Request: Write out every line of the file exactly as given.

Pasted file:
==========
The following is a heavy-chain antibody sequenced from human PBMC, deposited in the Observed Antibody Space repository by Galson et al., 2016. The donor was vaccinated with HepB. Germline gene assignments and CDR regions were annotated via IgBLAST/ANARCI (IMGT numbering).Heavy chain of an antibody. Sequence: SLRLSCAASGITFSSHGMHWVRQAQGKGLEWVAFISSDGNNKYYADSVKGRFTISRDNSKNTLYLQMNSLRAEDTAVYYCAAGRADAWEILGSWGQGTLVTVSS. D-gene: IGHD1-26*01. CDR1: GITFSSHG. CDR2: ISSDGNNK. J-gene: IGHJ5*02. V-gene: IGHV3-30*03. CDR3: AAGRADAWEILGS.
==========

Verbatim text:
The following is a heavy-chain antibody sequenced from human PBMC, deposited in the Observed Antibody Space repository by Galson et al., 2016. The donor was vaccinated with HepB. Germline gene assignments and CDR regions were annotated via IgBLAST/ANARCI (IMGT numbering).Heavy chain of an antibody. Sequence: SLRLSCAASGITFSSHGMHWVRQAQGKGLEWVAFISSDGNNKYYADSVKGRFTISRDNSKNTLYLQMNSLRAEDTAVYYCAAGRADAWEILGSWGQGTLVTVSS. D-gene: IGHD1-26*01. CDR1: GITFSSHG. CDR2: ISSDGNNK. J-gene: IGHJ5*02. V-gene: IGHV3-30*03. CDR3: AAGRADAWEILGS.